Something totally crazy happened to me recently.
Part of me was rolling around my office in fits of uncontrollable laughter…
The other part of me was PISSED.
I was on a Zoom call with the owner of a web design company.
The seller wanted to speak to me and wouldn’t wait for a face-to-face, so I did the call via Zoom. I always prefer to talk in person, but he was adamant so I went along with it.
So we were on the call reviewing the numbers…
- Revenues — $1,433,440
- Profits — $198,775
- Asking price — $3,600,000.
I did the math in my head. That’s an 18X multiple.
That number ($3.6 million) is what’s called the enterprise value, or EV for short. It’s the value of the trading operation minus the value of shares or equity.
To figure the EV, we use EBITDA — which stands for earnings before interest, taxes, depreciation and amortization — and apply a multiple.
For leveraged buyouts, or LBOs — which is the type of deal we focus on at Dealmaker Wealth Society — we’re looking for an EV of 2.0–2.5X EBITDA, the average range for a small business.
So why on EARTH was this business valued at 18X?
It was just me and the seller on the call. The broker (who had set up the call) was nowhere to be seen.
So I asked the question (I just couldn’t help myself!)… “A business like this would normally sell for between 2.0X and 2.5X EBITDA. You are asking 18X. Why?”
There was a long, painful silence… then the seller fessed up.
And what they told me just about BLEW my mind.
“Erm, well, Carl… because we do SEO services within the business and we are a Google partner, we should be worth the same multiple as Google.”
I was staggered. I couldn’t believe it.
Because I was remote and near my laptop, I Googled (the irony is not lost on me) Google’s numbers.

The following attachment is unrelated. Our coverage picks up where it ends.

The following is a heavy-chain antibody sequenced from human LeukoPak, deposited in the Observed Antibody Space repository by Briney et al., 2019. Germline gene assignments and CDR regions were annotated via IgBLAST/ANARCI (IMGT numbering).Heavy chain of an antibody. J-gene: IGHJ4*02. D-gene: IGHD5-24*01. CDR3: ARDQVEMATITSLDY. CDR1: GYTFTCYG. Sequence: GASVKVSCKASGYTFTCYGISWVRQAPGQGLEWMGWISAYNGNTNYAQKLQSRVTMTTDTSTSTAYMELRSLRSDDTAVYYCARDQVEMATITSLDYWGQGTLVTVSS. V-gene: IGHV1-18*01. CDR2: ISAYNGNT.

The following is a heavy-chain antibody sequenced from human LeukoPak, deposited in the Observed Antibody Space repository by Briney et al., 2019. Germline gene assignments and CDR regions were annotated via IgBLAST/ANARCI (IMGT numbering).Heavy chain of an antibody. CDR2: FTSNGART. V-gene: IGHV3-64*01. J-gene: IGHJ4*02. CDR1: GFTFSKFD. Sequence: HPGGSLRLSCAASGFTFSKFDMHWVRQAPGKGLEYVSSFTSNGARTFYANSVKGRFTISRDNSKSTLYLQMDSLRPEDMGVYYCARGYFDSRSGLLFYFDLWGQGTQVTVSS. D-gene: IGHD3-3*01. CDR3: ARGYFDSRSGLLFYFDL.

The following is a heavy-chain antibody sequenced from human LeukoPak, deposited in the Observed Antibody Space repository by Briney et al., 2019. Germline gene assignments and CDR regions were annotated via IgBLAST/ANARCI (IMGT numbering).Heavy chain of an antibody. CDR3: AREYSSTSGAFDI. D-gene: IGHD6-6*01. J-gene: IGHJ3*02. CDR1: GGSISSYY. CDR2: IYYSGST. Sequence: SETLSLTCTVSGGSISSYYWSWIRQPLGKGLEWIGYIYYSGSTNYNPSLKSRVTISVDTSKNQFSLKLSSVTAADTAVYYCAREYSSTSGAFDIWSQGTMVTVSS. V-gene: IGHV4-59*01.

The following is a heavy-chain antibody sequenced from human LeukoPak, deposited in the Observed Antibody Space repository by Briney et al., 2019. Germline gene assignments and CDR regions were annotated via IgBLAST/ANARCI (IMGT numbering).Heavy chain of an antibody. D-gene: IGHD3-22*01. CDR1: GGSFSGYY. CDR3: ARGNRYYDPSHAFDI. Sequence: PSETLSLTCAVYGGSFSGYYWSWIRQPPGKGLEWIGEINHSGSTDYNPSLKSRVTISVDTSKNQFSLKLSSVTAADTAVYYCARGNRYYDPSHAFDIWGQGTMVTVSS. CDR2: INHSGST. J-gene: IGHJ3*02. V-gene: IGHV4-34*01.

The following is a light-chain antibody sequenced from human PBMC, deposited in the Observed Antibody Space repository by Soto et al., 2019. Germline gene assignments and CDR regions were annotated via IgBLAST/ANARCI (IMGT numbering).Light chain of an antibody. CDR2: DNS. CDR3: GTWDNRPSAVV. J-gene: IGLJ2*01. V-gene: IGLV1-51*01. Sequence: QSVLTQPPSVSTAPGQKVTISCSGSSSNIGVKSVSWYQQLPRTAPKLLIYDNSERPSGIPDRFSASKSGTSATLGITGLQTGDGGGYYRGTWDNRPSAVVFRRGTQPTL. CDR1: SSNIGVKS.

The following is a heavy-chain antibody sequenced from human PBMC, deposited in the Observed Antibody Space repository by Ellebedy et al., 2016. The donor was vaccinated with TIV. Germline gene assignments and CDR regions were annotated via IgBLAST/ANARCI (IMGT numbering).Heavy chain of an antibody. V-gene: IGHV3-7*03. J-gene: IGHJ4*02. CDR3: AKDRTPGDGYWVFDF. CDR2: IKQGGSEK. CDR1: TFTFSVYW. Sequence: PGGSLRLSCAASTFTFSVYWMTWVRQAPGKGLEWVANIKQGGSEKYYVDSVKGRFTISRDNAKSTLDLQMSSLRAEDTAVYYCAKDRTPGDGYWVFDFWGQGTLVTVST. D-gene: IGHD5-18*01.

At the time, its EV divided by EBITDA was 18.
The broker had done his research… but it was still totally crazy.
There’s a reason why Google would command an 18X multiple. Many reasons, actually…
- It’s a public company and there is a massive, liquid market for its shares
- It’s a multibillion-dollar business with best-in-class management, processes, infrastructure and IP, along with massive barriers to entry
- It has consistent growth in revenues, profits and market valuation
- It’s arguably one of the greatest businesses in the world.
And I could go on…
On the other hand, this small web design business in a sleepy U.K. village has NONE of those things.
No barriers to entry… no consistent revenue, profit or balance sheet growth…
And NO solid management when the seller exits the business.
There isn’t anyone on planet Earth (or any other planet) that will pay 18X for this business. Not even 5X, in my opinion.
However, now that the seller has this multiple anchored in his head, it’s going to take me months of negotiation and time to talk him down.
I blame the broker. Clever thinking on his part, but still — not sensible. He’s doing his client (the seller) a massive disservice because a number like that will scare off buyers.
This isn’t the first time I’ve seen something like this. There are other crazy ways a seller might value their business…
Sometimes, for example, a seller will call their wealth manager before deciding to sell.
The wealth manager works out how much cash the seller needs for the future to live the life they desire.
Then that number becomes the asking price.
That has NOTHING to do with the asking price.
The asking price for the business should be based on THREE things:
- The financials of the business. Remember to shoot for 2.0–2.5X multiple of EBITDA as a general rule.
- The business’ value to the buyer. If it’s a trade buyer, there may be leverage (cross-selling customers and products, cost savings, etc.) so the price could be higher. If it’s a highly motivated seller who just wants to see their legacy protected, the price could be lower.
- The structure of the deal. This is CRITICAL. For LBO deals, we’re looking at some combination of seller financing and financing using the assets of the business.
Now — would I pay 18X for this business? Never
But would I pay 10X for it? Yes
If I could buy this business 100% seller-financed and do it over 20 years… I get the business for free. Then a 50/50 split of the profits — assuming I don’t grow the business. That would work.
THAT’S why deal structure is so important — and how it gives you a bit of wiggle room when it comes to valuing the business.
The moral of this story is that sellers (and brokers) can come up with CRAZY valuations based on nonbusiness factors.
But deals at this level are more about psychology than financial reasoning…
You can structure a deal that gives you AND the seller what each of you wants.
Until next time, bye for now.
Editor and co-founder, Dealmaker Wealth Society